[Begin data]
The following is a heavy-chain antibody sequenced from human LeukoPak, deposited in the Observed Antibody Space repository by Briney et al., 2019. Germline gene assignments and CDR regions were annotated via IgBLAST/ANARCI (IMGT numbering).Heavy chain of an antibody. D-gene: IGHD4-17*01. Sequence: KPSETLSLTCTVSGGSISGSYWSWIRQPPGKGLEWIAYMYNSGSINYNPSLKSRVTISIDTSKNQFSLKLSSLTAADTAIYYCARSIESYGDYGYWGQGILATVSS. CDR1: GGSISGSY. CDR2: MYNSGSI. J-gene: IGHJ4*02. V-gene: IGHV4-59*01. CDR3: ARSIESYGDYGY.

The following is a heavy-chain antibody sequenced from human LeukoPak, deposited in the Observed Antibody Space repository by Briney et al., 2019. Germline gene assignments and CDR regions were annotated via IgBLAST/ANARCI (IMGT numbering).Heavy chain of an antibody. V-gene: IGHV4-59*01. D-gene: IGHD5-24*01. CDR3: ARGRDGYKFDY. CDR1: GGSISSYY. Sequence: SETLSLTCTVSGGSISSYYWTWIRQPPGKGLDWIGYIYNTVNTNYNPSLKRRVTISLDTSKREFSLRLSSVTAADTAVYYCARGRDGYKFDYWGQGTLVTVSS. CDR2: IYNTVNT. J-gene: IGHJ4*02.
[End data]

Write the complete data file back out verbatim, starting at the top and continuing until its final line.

The following is a heavy-chain antibody sequenced from human LeukoPak, deposited in the Observed Antibody Space repository by Briney et al., 2019. Germline gene assignments and CDR regions were annotated via IgBLAST/ANARCI (IMGT numbering).Heavy chain of an antibody. D-gene: IGHD4-17*01. Sequence: KPSETLSLTCTVSGGSISGSYWSWIRQPPGKGLEWIAYMYNSGSINYNPSLKSRVTISIDTSKNQFSLKLSSLTAADTAIYYCARSIESYGDYGYWGQGILATVSS. CDR1: GGSISGSY. CDR2: MYNSGSI. J-gene: IGHJ4*02. V-gene: IGHV4-59*01. CDR3: ARSIESYGDYGY.

The following is a heavy-chain antibody sequenced from human LeukoPak, deposited in the Observed Antibody Space repository by Briney et al., 2019. Germline gene assignments and CDR regions were annotated via IgBLAST/ANARCI (IMGT numbering).Heavy chain of an antibody. V-gene: IGHV4-59*01. D-gene: IGHD5-24*01. CDR3: ARGRDGYKFDY. CDR1: GGSISSYY. Sequence: SETLSLTCTVSGGSISSYYWTWIRQPPGKGLDWIGYIYNTVNTNYNPSLKRRVTISLDTSKREFSLRLSSVTAADTAVYYCARGRDGYKFDYWGQGTLVTVSS. CDR2: IYNTVNT. J-gene: IGHJ4*02.